“I’m sure that the handsome Lord Allerton will find her in time,” Drake grinned. “They’ll have a passionate kiss and then some dreadful accident will have her swept off to something dramatic – again!”

They found a bench and sat. “It’ll soon be too cold to eat lunch outdoors,” Kayley said. “Perhaps we can start having a brisk walk and eat at my desk.”

“I’m glad that I persuaded you to take exercise at lunchtime,” Drake said. “It’s put a spring in your step.”

Kayley smiled and pulled out her lunchbox. Mentally she handed over a second box to Drake. She always had extra rations for her imaginary friend. “It’s one of the perks of the job,” she said. “I get to walk in Roundhay Park every day.” She opened the box and took out a chicken wrap. “And I’m eating a little healthier.” She took a moment to enjoy the view across Waterloo Lake. “And it gives me more time to spend with you.”

“And to plot your imaginary love life,” Drake said. “Your mum is going to want an update next week.”

“I’m going to stall for a couple of weeks,” Kayley said. “Then I’ll come up with someone like the chicken factory worker. I can make him a philosophy graduate and watch her get conflicted.”

 She imagined Drake chuckling. Then he paused and Kayley could almost see him turning to look at her as if struck by inspiration.

“How about making me your boyfriend?” Drake asked. “Next time you speak to your mother, tell her about me. It would make perfect sense.”

Kayley thought for a moment. “My imaginary boyfriend but on another level.”

“There aren’t any pictures of me elsewhere to prove anything, are there?” Drake asked.

Internally Kayley shook her head as she finished up her wrap. “I used an AI programme,” she said. “But I saved all the details so I can create a variety of pictures of you.”

“And you already have a good idea about me,” Drake said. Kayley imagined him snapping the lid shut on his plain lunchbox and sliding it back to her. “You know my favourite foods, my favourite drinks, my favourite films and even my favourite aftershave.”

“Why did I choose something so expensive?” Kayley slid her own lunch box away, pulled out an apple and mentally handed another over to Drake. “But we never decided what you did for money.”

“I never felt comfortable with just being rich,” Drake said apologetically. “It seemed lacking in detail and would involve a lot of family that I don’t want to be bothered with.” He took a bite out of the apple.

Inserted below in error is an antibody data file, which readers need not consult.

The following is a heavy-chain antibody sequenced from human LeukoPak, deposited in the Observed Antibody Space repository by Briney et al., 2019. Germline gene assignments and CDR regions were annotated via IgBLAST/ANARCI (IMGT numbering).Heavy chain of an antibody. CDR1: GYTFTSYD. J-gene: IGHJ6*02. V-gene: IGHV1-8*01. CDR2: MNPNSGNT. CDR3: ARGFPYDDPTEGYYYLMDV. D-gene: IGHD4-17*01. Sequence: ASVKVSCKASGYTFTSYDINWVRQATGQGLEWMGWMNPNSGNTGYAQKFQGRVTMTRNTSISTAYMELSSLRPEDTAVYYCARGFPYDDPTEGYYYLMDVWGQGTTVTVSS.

“You have to be someone who is active,” Kayley thought as they stood to start their usual walk along the lake’s edge. “But I didn’t like police or soldier. You always felt too much of a free spirit.”

“I want to be someone with a little bit of culture,” Drake strolled next to Kayley. “But we decided against a professor. It wasn’t active enough.”

“I quite fancied you as an actor or rock star, but it seemed so hectic and you would always be away.” Kayley paused and nodded to the owner of Kif, her favourite large Alsatian mix, who was came up for a cuddle before wagging his tail at Drake and her and moving on.

“You ought to bring treats for Kif,” Drake observed.

“I’m not sure his owner would appreciate that. He might worry that I’m spoiling him or affecting his training,” Kayley said.

“What training?” Drake asked, reasonably, as they watched Kif suddenly race after a duck pursued by his hapless owner. “How about a writer? I could be an expert in nineteenth century Leeds. It’s how I met you. I was helping Mr Perrigo with research for his novels.” They turned up the path towards the main road, dodging the small kids and dogs as they headed for the gates.

“I thought we had tried writer but didn’t like it because it wasn’t active enough.” Kayley was distracted by a poster for a ghost hunting event. “Do you fancy going to that?”

Drake stopped suddenly and Kayley found herself almost stopping in reality. He grabbed her arm. “That’s it. I’m only pretending to be a writer. Obviously I specialise in nineteenth century Leeds, and I write some books, but I’m actually an occult investigator. I fight vampires and werewolves, protecting the ordinary people from the darkness that lurks around them.” Drake grinned. “I could have access to all sorts of books and have links across the country to other occult investigators. We could join against evil creatures of the night.”